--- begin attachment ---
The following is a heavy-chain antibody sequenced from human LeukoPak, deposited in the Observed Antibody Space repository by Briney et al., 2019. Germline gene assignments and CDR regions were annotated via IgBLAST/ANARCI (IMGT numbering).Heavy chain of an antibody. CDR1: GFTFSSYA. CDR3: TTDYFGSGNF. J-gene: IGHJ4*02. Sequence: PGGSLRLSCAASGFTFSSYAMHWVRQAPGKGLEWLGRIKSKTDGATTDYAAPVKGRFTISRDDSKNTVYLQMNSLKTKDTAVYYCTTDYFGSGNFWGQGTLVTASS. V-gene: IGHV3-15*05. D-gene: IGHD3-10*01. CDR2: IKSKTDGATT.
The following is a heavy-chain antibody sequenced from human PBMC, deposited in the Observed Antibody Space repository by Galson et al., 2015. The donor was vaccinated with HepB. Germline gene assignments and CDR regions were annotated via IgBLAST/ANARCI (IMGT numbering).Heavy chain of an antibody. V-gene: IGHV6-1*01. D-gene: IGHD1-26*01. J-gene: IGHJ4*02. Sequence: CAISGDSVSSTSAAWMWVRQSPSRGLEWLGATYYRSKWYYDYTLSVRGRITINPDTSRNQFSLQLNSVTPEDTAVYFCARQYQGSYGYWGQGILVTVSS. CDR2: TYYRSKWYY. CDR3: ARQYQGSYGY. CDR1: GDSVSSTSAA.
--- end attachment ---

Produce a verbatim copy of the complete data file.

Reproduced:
The following is a heavy-chain antibody sequenced from human LeukoPak, deposited in the Observed Antibody Space repository by Briney et al., 2019. Germline gene assignments and CDR regions were annotated via IgBLAST/ANARCI (IMGT numbering).Heavy chain of an antibody. CDR1: GFTFSSYA. CDR3: TTDYFGSGNF. J-gene: IGHJ4*02. Sequence: PGGSLRLSCAASGFTFSSYAMHWVRQAPGKGLEWLGRIKSKTDGATTDYAAPVKGRFTISRDDSKNTVYLQMNSLKTKDTAVYYCTTDYFGSGNFWGQGTLVTASS. V-gene: IGHV3-15*05. D-gene: IGHD3-10*01. CDR2: IKSKTDGATT.
The following is a heavy-chain antibody sequenced from human PBMC, deposited in the Observed Antibody Space repository by Galson et al., 2015. The donor was vaccinated with HepB. Germline gene assignments and CDR regions were annotated via IgBLAST/ANARCI (IMGT numbering).Heavy chain of an antibody. V-gene: IGHV6-1*01. D-gene: IGHD1-26*01. J-gene: IGHJ4*02. Sequence: CAISGDSVSSTSAAWMWVRQSPSRGLEWLGATYYRSKWYYDYTLSVRGRITINPDTSRNQFSLQLNSVTPEDTAVYFCARQYQGSYGYWGQGILVTVSS. CDR2: TYYRSKWYY. CDR3: ARQYQGSYGY. CDR1: GDSVSSTSAA.